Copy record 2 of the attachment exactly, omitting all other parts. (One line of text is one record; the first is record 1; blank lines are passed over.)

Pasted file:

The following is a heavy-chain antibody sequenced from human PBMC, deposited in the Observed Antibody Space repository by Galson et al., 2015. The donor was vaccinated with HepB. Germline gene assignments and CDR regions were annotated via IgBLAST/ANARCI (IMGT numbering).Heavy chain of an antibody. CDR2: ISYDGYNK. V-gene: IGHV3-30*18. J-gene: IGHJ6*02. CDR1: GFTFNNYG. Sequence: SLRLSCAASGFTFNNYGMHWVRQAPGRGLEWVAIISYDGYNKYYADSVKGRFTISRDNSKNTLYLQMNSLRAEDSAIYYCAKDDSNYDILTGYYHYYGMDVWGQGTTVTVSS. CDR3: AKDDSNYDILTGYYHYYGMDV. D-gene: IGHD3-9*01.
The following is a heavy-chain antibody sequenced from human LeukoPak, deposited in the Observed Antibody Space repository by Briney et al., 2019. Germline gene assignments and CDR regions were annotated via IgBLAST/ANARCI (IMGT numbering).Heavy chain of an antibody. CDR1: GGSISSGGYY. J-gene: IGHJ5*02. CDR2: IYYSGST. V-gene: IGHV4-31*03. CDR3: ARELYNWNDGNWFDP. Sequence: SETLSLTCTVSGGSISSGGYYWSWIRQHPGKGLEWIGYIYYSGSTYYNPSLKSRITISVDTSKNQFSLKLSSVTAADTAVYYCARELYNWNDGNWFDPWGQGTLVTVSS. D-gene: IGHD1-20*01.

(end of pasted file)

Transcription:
The following is a heavy-chain antibody sequenced from human LeukoPak, deposited in the Observed Antibody Space repository by Briney et al., 2019. Germline gene assignments and CDR regions were annotated via IgBLAST/ANARCI (IMGT numbering).Heavy chain of an antibody. CDR1: GGSISSGGYY. J-gene: IGHJ5*02. CDR2: IYYSGST. V-gene: IGHV4-31*03. CDR3: ARELYNWNDGNWFDP. Sequence: SETLSLTCTVSGGSISSGGYYWSWIRQHPGKGLEWIGYIYYSGSTYYNPSLKSRITISVDTSKNQFSLKLSSVTAADTAVYYCARELYNWNDGNWFDPWGQGTLVTVSS. D-gene: IGHD1-20*01.